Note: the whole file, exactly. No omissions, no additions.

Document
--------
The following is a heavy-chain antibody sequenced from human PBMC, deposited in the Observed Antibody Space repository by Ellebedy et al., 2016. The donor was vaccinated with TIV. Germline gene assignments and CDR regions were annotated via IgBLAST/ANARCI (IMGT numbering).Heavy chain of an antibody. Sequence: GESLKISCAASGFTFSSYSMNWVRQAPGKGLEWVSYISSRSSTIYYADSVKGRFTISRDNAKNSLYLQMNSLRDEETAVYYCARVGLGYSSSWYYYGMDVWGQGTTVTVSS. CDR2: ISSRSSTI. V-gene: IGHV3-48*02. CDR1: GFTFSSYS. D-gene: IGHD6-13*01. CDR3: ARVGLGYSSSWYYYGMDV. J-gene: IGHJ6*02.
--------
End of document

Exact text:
The following is a heavy-chain antibody sequenced from human PBMC, deposited in the Observed Antibody Space repository by Ellebedy et al., 2016. The donor was vaccinated with TIV. Germline gene assignments and CDR regions were annotated via IgBLAST/ANARCI (IMGT numbering).Heavy chain of an antibody. Sequence: GESLKISCAASGFTFSSYSMNWVRQAPGKGLEWVSYISSRSSTIYYADSVKGRFTISRDNAKNSLYLQMNSLRDEETAVYYCARVGLGYSSSWYYYGMDVWGQGTTVTVSS. CDR2: ISSRSSTI. V-gene: IGHV3-48*02. CDR1: GFTFSSYS. D-gene: IGHD6-13*01. CDR3: ARVGLGYSSSWYYYGMDV. J-gene: IGHJ6*02.